If only germs were brightly colored or otherwise visible so we could see how to avoid them. It’s easy to think that an airport, public bathroom or drinking fountain would be the strongest magnets for germs around. We might be surprised, however, at how illness can spring from many seemingly innocuous places in our own homes.
Thankfully, there are simple ways we can minimize some of these health risks. Here’s a look at some of the things in your house that might be making you sick and how you can prevent that.
1. Bedding and more
Dust mites are microscopic pests that live in household dust. But for as small as they are, they can be a big problem. Mattresses, sheets, pillowcases, drapes, upholstered furniture and even cute little stuffed animals can harbor the critters that can trigger allergies and asthma attacks.
Follow tips from The American Lung Association to minimize dust mites. The group encourages keeping your home below 50% humidity, replacing carpet with hard-surface floors if possible, washing bedding in hot water and, of course, dusting regularly.
2. Hand towels
Wait a minute, dish towels are meant to aid in cleaning — could they be causing problems? A 2014 study from the University of Arizona determined that 89% of the used cloth dish towels it examined had fecal coliforms on them, and E.coli contaminated 25.6% of the used towels.
Michigan State University Extension suggests using disposable paper towels to clean messes in the kitchen. The group also warns that cloth dish towels should never be used to dry a food-prep surface so as to avoid cross-contamination.
Innocent little SpongeBob, a kitchen problem? He could be.
A study published in the journal Scientific Reports warns that sponges are “disseminators” of bacteria that cause food poisoning and recommends replacing sponges weekly. Yes, that seems extreme, but the study demonstrated that kitchen environments host more microbes than toilets — mainly due to the contributions of sponges. The study also showed that resistant bacteria survive even boiling or microwaving, common ways home cooks try to clean their sponges.
What exactly is that mysterious liquid in the vegetable crisper? The USDA recommends some basic methods for keeping your refrigerator clean, warning that bacteria from spoiled food can linger and lead to illness, especially where foods have spilled.
Stay on top of spills, clean shelves with hot, soapy water and do a weekly run-through of your fridge to toss out perishable foods that have passed their safe-to-eat date. Cooked leftovers should be stored for only four days, and raw poultry and ground meats just one to two days.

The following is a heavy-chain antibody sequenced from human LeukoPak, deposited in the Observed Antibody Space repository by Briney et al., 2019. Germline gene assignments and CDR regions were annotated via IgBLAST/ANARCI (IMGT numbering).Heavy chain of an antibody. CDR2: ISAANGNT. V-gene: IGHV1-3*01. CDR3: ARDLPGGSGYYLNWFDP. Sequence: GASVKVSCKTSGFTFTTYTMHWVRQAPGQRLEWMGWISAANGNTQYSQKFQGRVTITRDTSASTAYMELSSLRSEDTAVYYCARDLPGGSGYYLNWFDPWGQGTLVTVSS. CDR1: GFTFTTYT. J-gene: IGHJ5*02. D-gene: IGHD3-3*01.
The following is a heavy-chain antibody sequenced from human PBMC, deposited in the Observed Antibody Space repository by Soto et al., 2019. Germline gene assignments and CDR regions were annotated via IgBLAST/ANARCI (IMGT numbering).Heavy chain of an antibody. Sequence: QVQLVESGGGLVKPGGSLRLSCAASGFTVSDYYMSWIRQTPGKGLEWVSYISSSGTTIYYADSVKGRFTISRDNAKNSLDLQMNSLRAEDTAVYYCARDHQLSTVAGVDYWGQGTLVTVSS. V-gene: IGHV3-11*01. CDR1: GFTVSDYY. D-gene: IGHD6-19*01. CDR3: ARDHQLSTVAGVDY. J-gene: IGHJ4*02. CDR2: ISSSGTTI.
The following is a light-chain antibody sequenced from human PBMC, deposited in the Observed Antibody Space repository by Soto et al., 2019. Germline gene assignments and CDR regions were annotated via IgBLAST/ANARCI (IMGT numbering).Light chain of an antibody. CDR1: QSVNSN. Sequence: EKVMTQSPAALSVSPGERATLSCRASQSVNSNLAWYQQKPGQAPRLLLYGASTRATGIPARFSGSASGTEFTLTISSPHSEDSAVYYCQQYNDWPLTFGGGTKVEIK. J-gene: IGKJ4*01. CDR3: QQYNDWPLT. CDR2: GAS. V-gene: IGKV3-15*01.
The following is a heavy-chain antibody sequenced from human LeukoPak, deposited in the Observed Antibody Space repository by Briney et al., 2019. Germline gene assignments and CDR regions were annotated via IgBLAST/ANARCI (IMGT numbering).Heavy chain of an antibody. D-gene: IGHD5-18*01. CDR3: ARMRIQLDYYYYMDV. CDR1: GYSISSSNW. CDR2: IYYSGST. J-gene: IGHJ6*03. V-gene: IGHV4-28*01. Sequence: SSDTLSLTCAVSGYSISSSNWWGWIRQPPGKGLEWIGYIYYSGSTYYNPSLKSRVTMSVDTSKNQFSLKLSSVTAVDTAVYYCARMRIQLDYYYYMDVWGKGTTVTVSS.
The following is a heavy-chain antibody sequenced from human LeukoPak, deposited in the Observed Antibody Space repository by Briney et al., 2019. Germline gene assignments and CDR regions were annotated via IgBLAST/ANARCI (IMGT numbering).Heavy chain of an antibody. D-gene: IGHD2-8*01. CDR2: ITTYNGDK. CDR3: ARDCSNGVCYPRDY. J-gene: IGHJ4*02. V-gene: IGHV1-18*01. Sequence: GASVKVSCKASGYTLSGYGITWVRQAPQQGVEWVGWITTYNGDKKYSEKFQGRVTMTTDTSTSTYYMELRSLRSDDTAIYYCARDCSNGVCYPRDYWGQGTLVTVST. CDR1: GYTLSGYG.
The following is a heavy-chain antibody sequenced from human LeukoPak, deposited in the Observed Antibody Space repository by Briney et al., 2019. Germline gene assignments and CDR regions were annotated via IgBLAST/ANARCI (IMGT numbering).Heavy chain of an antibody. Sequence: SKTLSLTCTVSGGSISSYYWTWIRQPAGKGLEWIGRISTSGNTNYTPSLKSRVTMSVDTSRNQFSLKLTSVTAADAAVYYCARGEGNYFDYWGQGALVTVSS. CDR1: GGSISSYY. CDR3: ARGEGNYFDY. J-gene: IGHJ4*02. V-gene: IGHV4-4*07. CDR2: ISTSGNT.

5. Vacuum cleaners
Vacuum cleaners are a handy invention our great-grandmothers would have loved to have had. But sucking up dust and bacteria doesn’t mean they’ve vanished.
A 2014 study by researchers in Canada and Australia reveals that vacuum bags hold on to bacteria, molds, endotoxins and allergens. What’s more, dust can spread during vacuuming. Regularly replace the bag according to manufacturer instructions and check those same instructions for other tips, such as how to wash or replace filters.
We rely on our water for drinking, cooking, bathing and so much more. Yet, headlines about the troubled water systems in Flint, Michigan, and Jackson, Mississippi, remind us that we need to always be aware of the specifics regarding our own water system.
An article in Johns Hopkins Magazine notes that household pipes can pass harmful chemicals, including lead, and also harbor microorganisms that can cause illness. Consult the online reports from your local water utility or regional water-quality reports from the Environmental Protection Agency (EPA) if you have tap water provided by a municipality. If you have a private well, be alert for any changes in your water’s smell, color or taste, and consider testing it annually.
Radon is a naturally occurring, radioactive gas that’s both colorless and odorless. Outdoors, it’s generally not a problem, but things turn ugly when it becomes trapped in buildings and is breathed by residents.
According to the EPA, only smoking causes more lung-cancer deaths than radon. That sounds grim, but you can test the air in your home to determine radon levels. Start with a do-it-yourself home test kit, available online or in home-improvement stores. Your local health department may also provide radon-testing kits free of charge. If it shows high levels, contact a certified radon-service professional as there are ways to fix this.